“Who gets elected in November will determine if the numbers will decline to a ‘normal’ influx or a massive surge in illegal border crossings. Basically, if a Republican with an anti-illegal-immigration platform wins, then everybody that can will cross the border so they will hopefully be grandfathered under the current administration’s policies,” he said in an email. “Should that happen, it’s important to note there is no infrastructure to process or hold the numbers of people that will arrive.”

For now, the number of unaccompanied children from Honduras, El Salvador and Guatemala is down significantly from its peak in 2014, Mr. Phelps said.

“This is expected,” he said. “The countries are running out of a whole generation of youth to send north.”

But there has been an uptick in the flow from Nicaragua, he said, noting that the Nicaraguan numbers climbed when the price of oil dropped, causing a chain reaction that cut off aid from oil-rich ally Venezuela, harming Nicaragua’s economy.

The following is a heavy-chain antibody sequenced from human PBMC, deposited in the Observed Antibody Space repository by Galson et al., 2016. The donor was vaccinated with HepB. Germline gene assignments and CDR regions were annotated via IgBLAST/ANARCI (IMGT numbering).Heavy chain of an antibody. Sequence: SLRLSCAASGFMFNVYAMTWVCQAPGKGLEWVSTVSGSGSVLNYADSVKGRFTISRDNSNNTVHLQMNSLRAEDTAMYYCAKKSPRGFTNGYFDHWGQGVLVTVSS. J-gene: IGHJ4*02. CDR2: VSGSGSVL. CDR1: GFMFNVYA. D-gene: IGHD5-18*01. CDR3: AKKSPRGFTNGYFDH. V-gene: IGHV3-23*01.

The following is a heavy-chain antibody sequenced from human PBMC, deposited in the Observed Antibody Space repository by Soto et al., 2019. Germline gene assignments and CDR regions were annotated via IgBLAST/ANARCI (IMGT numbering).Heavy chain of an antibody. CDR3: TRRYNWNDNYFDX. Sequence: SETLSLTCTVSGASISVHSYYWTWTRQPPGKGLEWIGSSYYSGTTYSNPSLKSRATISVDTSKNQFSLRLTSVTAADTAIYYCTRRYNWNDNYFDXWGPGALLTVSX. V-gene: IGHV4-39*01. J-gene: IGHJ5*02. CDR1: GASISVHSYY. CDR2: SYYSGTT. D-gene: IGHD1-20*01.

Still, he said, the numbers generally appear to track the usual seasonal patterns.

“You can expect to see a decline in overall numbers and those of [unaccompanied alien children] in July and August, then an increase in September. This is typical of migrant movement over the longer periods of study. There are permutations, but they tend to be driven by other factors we haven’t yet ‘officially’ narrowed down,” he said.

Under the Obama administration’s interpretation of the law, unaccompanied children are required to be processed and released as quickly as possible — usually to family or friends.

Congressional investigations found that some have become prime targets for recruitment by gangs, while others are used for forced labor or by sexual predators.

The Associated Press last week reported that 80 percent of unaccompanied children coming to the U.S. are placed with parents or relatives who themselves are in the country illegally. The Obama administration has said its goal is to find the children safe spaces, no matter the legal status of those who accept them.

• Stephen Dinan can be reached at sdinan@washingtontimes.com.